Spas have their origins in ancient times when people began using hot springs and water treatments for medicinal and even spiritual reasons. People often traveled to hot or cold springs in order to treat various ailments. There have been archaeological discoveries dating back to prehistoric eras. Legends in Great Britain gave the early Celtic kings the credit for discovering hot springs in Bath, England.

They began to build facilities specifically for bathing and washing clothes.

Many ancient cultures used cold and hot springs in their religious ceremonies because they believed that water not only cleansed the body but the spirit as well. These rituals are documented among the ancient Babylonians and Egyptians as well as the Greeks and Romans and even the Native Americans. Purification rituals using water are still prevalent in many religions today including Christianity, Islam, Hinduism, Buddhism, and Judaism.

Despite the beliefs that bathing held physical and spiritual healing properties, it wasn’t until the nineteenth century that it became a regular practice for maintaining proper hygiene. Physicians began to realize that bathing for cleanliness was more beneficial to health than any of the other reasons. It was learned that bathing could help prevent the spread of disease and the risk of developing other illnesses. In 1842, Liverpool, England experienced a cholera epidemic prompting them to promote widespread sanitation rituals. They began to build facilities specifically for bathing and washing clothes.

Once bathing became a regular ritual across developed countries, hot and cold bath treatments for medicinal and therapeutic purposes became regular practice again. Spas were established across the United States and Europe for people to pay for massages, spa baths, and other relaxing experiences. They added beauty and pampering treatments designed to enhance relaxation, and some even offer full-service gyms to promote physical fitness as well as relaxation.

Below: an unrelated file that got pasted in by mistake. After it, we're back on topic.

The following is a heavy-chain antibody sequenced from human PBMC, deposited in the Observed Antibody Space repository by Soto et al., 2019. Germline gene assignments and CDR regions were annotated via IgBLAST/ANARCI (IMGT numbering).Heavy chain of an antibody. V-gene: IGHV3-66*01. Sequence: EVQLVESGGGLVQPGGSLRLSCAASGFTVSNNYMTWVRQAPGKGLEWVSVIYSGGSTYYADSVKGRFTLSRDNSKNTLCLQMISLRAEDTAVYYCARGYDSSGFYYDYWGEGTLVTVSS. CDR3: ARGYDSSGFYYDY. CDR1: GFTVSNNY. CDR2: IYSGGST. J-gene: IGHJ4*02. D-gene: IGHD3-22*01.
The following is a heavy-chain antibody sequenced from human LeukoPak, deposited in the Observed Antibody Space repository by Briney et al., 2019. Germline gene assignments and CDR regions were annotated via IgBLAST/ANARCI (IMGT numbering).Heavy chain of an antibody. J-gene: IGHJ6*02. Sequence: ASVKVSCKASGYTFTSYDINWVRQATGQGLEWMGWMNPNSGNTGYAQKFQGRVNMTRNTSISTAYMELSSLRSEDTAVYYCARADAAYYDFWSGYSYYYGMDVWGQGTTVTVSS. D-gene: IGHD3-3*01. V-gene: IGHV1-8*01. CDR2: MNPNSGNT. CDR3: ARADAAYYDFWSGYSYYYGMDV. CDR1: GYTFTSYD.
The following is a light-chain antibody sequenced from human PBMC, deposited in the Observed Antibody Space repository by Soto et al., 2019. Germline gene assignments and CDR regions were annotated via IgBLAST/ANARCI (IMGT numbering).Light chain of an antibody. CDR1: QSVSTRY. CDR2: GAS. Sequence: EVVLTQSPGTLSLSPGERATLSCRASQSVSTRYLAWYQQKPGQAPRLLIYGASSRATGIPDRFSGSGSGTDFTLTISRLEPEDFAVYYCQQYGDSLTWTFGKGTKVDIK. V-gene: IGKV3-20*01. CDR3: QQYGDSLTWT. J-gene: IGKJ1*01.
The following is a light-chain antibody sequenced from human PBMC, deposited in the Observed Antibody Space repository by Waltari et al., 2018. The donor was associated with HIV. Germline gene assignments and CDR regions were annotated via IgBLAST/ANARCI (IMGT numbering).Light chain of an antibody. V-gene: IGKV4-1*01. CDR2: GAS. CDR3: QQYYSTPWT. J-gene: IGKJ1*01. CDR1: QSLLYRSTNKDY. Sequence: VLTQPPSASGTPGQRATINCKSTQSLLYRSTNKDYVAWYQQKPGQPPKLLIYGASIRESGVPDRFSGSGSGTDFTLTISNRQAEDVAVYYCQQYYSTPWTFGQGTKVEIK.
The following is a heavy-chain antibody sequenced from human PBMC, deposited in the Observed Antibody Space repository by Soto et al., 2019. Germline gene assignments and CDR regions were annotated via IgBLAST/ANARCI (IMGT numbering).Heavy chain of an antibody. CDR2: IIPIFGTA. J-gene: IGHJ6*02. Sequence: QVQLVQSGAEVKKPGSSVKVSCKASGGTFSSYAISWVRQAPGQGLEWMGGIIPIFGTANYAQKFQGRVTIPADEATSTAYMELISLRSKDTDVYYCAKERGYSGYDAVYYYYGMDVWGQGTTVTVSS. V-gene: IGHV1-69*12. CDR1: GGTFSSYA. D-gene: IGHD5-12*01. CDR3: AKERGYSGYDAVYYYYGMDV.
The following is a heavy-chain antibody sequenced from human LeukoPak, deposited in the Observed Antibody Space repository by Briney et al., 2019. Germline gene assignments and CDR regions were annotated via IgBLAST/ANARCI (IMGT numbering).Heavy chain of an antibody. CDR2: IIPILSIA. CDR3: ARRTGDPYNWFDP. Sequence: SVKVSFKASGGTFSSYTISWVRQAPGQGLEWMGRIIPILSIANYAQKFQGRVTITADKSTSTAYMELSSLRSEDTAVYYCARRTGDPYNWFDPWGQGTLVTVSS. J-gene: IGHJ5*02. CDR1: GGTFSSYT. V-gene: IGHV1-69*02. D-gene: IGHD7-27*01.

These practices for cleanliness, physical and mental health, and beauty have resulted in the development of home foot spas so people can create their own relaxing foot massages and treatments in the comfort of their own homes without incurring the high costs of an expensive spa.

Shilo Urban
Last updated by Shilo Urban

Shilo lives for adventures in far-away lands and reads books like it’s going out of style (which it is). Dogs are her co-pilots. She’s traveled to 60 countries and has lived in Austin (where she received a BA from the University of Texas), Maine, Paris, Seattle, New Zealand, Los Angeles, and now—Fort Worth. Before becoming a freelance writer over a decade ago, she had more than three dozen jobs, including high school teacher, record label manager, tour guide, and farmhand for endangered livestock breeds. She speaks fluent French and horribly mangled Spanish, which she is working every day to improve. Shilo geeks out over history and culture, and her areas of expertise include travel, art and design, music, pets, food, crafts, toys, and home furnishings. Current obsessions: Gobekli Tepe, tassels, and fresh lemonade.

Thanks for reading the fine print. About the Wiki: We don't accept sponsorships, free goods, samples, promotional products, or other benefits from any of the product brands featured on this page, except in cases where those brands are manufactured by the retailer to which we are linking. For more information on our rankings, please read about us, linked below. The Wiki is a participant in associate programs from Amazon, Walmart, Ebay, Target, and others, and may earn advertising fees when you use our links to these websites. These fees will not increase your purchase price, which will be the same as any direct visitor to the merchant’s website. If you believe that your product should be included in this review, you may contact us, but we cannot guarantee a response, even if you send us flowers.